Tuesday, April 15, 2014

Honey Bunches of Books

Hiatus means backlog, and that means mini-reviews!  It's too bad, too, because I had clever titles for these reviews.

Let's start with Moral Ambiguity, Part 3: Not That Ambiguous.  Because I was on a little moral ambiguity roll back there, and Not a Drop to Drink, by Mindy McGinnis, fit right in. 

Lynn lives alone in a world where you guard what you have closely--especially water.  Since her mother's death, she's on her own in protecting the pond that keeps her alive.  She's never exchanged more than a handful of words with anyone but her mother in her life.

But when she encounters a wandering family who can't take care of themselves, she agrees to take in their five year old daughter until they can get back on their feet.  Lynn's growing connections to the people around her--to fierce, fragile Lucy; her very pregnant, very angry mother; her young, helpless uncle; and Lynn's own longtime neighbor whom she barely knows--change how she views everything.

Their world is full of danger, and when the time comes to protect themselves, Lynn's matter-of-fact ability to do what needs to be done is vital.  This is where the post title comes in, and what I think made this story so good.  Lynn was raised by a hard woman, and her values are frontier values.  You care for yourself and your own, you don't let yourself be taken advantage of, and you take action when it's needed.

The other people in the story are more "civilized"--they come from the city, where the rule of law and the structures of society remove a lot of the decision making from life.  I've always thought it was interesting that this invisible thing called civilization--the formal structures like police and roads, and the informal ones like the social contract and neighborhoods--really hold up a lot of our lives.  There are a million things that you hardly think about that go into keeping the world running, and when you remove the automation from those things, the bare machinery of humanity is exposed.  When do you kill a man who is going to come and steal your water?  When he's hurt you?  When you're sure he's coming for you? When you've seen him hurt someone else?

Lynn's internal barometer is solid--she knows right from wrong, and she doesn't argue with herself.  The lines that she will and won't cross are not where ours might be, but they're all the stronger for it, and I think that watching Lynn grow without compromising herself was the most interesting thing about this book.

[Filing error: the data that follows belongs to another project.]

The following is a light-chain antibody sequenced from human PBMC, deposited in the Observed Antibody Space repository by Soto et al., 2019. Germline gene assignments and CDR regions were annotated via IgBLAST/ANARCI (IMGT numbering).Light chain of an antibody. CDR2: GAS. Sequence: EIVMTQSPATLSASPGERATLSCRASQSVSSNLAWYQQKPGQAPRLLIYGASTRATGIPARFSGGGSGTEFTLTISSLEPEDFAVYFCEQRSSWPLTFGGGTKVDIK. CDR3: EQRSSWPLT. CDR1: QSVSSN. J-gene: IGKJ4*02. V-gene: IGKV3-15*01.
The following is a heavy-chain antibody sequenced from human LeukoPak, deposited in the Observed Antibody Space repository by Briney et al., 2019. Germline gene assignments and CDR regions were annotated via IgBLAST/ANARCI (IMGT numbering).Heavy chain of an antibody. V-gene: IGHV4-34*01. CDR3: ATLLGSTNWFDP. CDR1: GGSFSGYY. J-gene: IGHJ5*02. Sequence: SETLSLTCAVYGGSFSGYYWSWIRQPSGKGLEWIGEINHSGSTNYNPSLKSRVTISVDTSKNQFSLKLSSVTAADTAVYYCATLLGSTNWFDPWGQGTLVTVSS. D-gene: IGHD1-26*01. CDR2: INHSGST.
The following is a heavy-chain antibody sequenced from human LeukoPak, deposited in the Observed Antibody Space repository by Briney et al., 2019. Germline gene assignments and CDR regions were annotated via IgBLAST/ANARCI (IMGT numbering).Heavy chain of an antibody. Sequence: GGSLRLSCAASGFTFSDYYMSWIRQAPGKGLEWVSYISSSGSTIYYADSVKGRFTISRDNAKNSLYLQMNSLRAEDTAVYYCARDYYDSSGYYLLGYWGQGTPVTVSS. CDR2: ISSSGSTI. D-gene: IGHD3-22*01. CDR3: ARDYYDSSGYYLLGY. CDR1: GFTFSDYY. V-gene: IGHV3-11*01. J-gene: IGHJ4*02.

Next, Is There Life on Maaaaaaars?  Yes, there is--Mark Watney is his name, and he's been left for dead when the third manned mission had to evacuate early in extreme weather.  He's Andy Weir's The Martian, and he's a smart, cheerful, ingenious fellow who can make science fun! And lifesaving!

So Mark's stuck on the planet with all the supplies for six people to spend one month on the planet.  The rest of the crew is en route back to Earth and doesn't know he's alive. The communication equipment's been destroyed, so he's on his own.  His only hope is that the next mission is scheduled to arrive in four years.  Now he's just got to live that long.

This is a science-heavy book.  It's the uber-how-to.  It's a competence fetishist's dream.  Mark's going to run out of water in a few months, so he has to figure out how to turn hydrogen and oxygen into water.  The next mission is going to land on the other side of the planet, so he needs to figure out how to get to the other side of Mars.  Seriously, could you get to the other side of the US if the outdoors was a vacuum?  No?  Me neither. 

This is not a psychological study of a man alone.  This is handbook for survival.  Food, shelter, resource allocation, problem solving.  The positivity was Capraesque, but that's what made it so good--it wasn't about how awful people can be, or how hard it is to be human.  This is man vs. nature in its purest form, and you know who wins?  SCIENCE!  Science proves how freaking awesome it is, and you will wish you knew more about chemistry and engineering when you are done with this book. 

Seriously, this has been a great book year.  I'm totally on a roll.

1 comment:

Lianna Williamson said...

Gah. You are killing me! My TBR list is already SO LONG. But I must read that Mars book.